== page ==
for distribution of fluid flow, in this case, blood
The simplest form
of branching is through bifurcation. A vascular structure of this form in
which the mother or source vessel
bifurcating into two daughter or
branching vessels, undergoes further bifurcation for generations. This is
the “open tree” structure. In such simplistic and idealistic
representation, each of the branching vessels are of the same lumen
diameter and the same vessel length. In addition, the angle of bifurcation
maintains the same. Thus, this uniform bifurcating structure represents a
basic fractal-like tree network model of the vascular system. Theoretical
studies based on bifurcation geometry have been numerous.
outcome from their predictions have been mixed. Good correlations have
been found for the extent of bifurcation vessel lengths and diameters,
much less for bifurcation angles (Zamir,
Vascular networks and branching geometry however are far more
complex in the cardiovascular system. Although bifurcation is the most
common form of vascular branching, trifurcation and multi-branching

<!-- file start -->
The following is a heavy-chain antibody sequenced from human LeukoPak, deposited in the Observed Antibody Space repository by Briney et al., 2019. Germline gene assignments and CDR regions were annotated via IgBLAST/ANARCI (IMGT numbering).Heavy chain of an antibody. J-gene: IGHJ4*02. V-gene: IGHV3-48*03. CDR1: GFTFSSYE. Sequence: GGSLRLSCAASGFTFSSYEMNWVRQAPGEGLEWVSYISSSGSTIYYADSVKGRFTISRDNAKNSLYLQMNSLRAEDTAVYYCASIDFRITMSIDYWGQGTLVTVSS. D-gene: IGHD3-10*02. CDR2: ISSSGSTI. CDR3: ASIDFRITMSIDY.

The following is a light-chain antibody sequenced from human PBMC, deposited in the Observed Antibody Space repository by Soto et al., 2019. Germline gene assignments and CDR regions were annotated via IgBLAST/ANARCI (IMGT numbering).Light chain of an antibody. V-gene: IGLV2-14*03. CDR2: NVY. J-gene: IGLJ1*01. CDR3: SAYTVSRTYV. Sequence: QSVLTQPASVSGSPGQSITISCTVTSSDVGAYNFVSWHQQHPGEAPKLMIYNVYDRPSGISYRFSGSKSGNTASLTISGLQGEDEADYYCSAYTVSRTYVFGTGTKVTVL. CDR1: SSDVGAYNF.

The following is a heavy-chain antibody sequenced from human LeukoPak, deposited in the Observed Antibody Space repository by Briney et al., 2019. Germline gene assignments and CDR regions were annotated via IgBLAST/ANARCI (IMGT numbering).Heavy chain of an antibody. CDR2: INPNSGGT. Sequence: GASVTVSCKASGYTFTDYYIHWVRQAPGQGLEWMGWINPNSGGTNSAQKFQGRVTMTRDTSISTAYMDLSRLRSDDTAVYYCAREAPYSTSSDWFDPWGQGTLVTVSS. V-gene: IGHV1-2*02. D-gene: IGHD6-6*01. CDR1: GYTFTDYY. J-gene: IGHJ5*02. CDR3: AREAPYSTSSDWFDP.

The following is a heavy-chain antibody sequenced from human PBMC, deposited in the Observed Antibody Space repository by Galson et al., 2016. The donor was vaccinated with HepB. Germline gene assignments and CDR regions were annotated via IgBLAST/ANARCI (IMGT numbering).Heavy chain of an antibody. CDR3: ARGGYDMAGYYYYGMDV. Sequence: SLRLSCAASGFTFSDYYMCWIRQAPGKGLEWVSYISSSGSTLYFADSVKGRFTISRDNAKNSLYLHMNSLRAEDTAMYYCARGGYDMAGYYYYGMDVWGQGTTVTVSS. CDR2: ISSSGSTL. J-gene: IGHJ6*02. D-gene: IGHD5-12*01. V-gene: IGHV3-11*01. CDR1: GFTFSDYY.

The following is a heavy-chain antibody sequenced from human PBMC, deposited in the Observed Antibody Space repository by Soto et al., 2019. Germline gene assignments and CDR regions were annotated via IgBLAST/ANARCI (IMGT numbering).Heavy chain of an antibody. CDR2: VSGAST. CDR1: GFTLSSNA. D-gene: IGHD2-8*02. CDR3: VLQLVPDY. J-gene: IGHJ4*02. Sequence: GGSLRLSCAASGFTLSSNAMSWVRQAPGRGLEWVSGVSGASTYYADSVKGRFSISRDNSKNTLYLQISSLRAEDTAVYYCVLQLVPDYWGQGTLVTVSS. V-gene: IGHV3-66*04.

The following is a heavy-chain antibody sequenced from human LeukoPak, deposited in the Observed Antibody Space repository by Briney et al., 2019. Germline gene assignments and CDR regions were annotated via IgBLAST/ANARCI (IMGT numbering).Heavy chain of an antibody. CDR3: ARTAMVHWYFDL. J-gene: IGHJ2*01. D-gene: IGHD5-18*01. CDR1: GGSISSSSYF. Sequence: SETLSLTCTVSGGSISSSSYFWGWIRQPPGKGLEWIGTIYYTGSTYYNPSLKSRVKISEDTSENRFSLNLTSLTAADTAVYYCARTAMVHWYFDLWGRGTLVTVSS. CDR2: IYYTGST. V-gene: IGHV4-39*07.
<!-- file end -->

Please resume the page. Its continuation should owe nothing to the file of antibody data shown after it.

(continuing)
junctions also occur in the mammalian vascular systems. In addition, the
uniformity in geometry is often not observed. That is, branching vessel
diameters and lengths, as well as branching angles can vary considerably.
Nevertheless, bifurcation predominates in vascular branching structure.
Examples of the vascular branching structure that do not obey the
straight bifurcation scheme is readily visible by looking
the aorta and
its branches. The aortic arch is curved and has many branches, none of
which maintains the same vessel diameter and length in these branching
arteries, such as the brachiocephalic and the subclavian. However, the
two common carotid arteries represent a long, uniform, bifurcating
structure. Taking the direction along the length of the thoracic aorta
through abdominal aorta, we observe many branches that come off the
aorta at almost right angles, far from those at the aortic arch or the aorto-
iliac junction. The aorta however, provides another kind of branching
structure for efficient transport.
For instance, the aorta itself, though
tapered maintains
larger trunk diameter in comparison to its branching
arteries and its mere length ensures fast delivery of blood to its branches.
This represents another scheme of branching structure.
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